Brady and challenger Hernandez discuss debate, issues

Posted 10/6/20

With November’s Election Day less than a month away, 470 U.S. Congressional seats will be on the line as each side fights for further representation in the House and Senate. The races serve as a backdrop to the country’s ultimate decision between President Donald Trump and former Vice President Joe Biden, who engaged in their first presidential debate in Cleveland Sept. 29.

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Brady and challenger Hernandez discuss debate, issues

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With November’s Election Day less than a month away, 470 U.S. Congressional seats will be on the line as each side fights for further representation in the House and Senate. The races serve as a backdrop to the country’s ultimate decision between President Donald Trump and former Vice President Joe Biden, who engaged in their first presidential debate in Cleveland Sept. 29.

Congressman Kevin Brady has served as U.S. Representative for Texas’ 8th Congressional District since 1997 and has enjoyed a sizable margin of victory in each general election against the given Democrat or Libertarian challenger (he ran unopposed in the 2016 general election).

He is the lead Republican on the House Ways and Means Committee and served as its chairman before Democrats took control of the House in 2018.

“I have been privileged to represent this district for a number of years,” said Brady in an interview with the Meteor. “I am proud of the tax reform bill that let families keep more of what they earned and jumpstarted America’s economy into the most competitive economy on the planet. We increased wages for the first time in a decade. In fact, the average household’s budget grew by $6,000 in the first two years of (the Trump Administration).”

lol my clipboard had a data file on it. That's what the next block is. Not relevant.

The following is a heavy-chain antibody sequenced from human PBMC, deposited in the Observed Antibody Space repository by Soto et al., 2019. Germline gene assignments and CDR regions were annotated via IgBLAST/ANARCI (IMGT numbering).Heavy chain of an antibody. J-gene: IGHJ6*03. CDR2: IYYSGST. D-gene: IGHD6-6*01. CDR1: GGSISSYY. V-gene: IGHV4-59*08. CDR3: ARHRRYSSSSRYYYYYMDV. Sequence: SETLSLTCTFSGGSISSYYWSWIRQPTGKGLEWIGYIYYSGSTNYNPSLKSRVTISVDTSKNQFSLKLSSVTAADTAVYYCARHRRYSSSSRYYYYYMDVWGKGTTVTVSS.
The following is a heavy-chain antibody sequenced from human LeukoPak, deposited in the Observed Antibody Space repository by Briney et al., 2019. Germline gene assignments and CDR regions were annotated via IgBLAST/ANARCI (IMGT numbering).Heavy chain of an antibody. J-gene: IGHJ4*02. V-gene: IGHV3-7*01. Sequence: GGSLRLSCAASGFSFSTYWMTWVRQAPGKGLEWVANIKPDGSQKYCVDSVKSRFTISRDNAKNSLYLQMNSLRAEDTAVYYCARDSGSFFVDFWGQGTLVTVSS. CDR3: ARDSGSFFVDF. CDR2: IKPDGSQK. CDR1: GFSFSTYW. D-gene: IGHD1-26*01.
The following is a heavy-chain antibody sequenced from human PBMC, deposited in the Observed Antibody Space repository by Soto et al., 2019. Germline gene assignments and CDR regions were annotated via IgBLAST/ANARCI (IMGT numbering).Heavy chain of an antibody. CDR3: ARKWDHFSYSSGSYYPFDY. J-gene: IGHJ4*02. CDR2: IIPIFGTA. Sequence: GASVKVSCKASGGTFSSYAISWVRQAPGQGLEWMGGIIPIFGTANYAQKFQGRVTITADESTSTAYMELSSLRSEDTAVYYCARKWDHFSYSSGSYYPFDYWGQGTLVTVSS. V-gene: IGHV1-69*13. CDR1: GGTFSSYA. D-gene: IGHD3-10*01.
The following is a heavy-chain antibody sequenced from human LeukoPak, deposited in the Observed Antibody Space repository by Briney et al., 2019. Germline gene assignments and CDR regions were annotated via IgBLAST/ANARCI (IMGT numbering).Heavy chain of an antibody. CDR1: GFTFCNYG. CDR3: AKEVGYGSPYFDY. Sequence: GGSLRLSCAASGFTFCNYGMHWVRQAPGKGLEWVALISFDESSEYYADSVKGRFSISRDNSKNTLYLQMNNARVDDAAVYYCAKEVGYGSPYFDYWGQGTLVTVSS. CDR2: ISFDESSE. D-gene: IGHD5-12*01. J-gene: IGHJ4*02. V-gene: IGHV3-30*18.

Brady also lauded his ability to work with Democrats on the other side as well as his role in replacing the North American Trade Agreement (NAFTA).

“I led the effort to pass the (United States-Mexico-Canada Agreement) through the House,” said Brady. “I’ve worked across the aisle on a number of key health care issues, including leading the charge to lower drug prices and end surprise medical billing.”

Brady and his family have remained based in East Texas during his time in Congress.

Challenging Brady is Democrat Elizabeth Hernandez of The Woodlands, who is a graduate of Sam Houston State University with an extensive accounting background. She enters the political arena for the first time in 2020. 
“I am in a position to represent everyday Americans,” said Hernandez to the Meteor. “I have been a single mother, I have a child with a disability and I struggled to put myself through college. I was working full time, going to school part time and raising my three kids.”

Hernandez recently graduated from SHSU with an accounting degree but has worked in the field for over 20 years in a variety of positions.

“I feel that (Brady) has lost touch with Texas 8,” said Hernandez. “He is beholden to special interest and to Trump. I am someone who understands everyday struggles and has been in those situations. I can sympathize with them and I have that perspective that Brady does not.”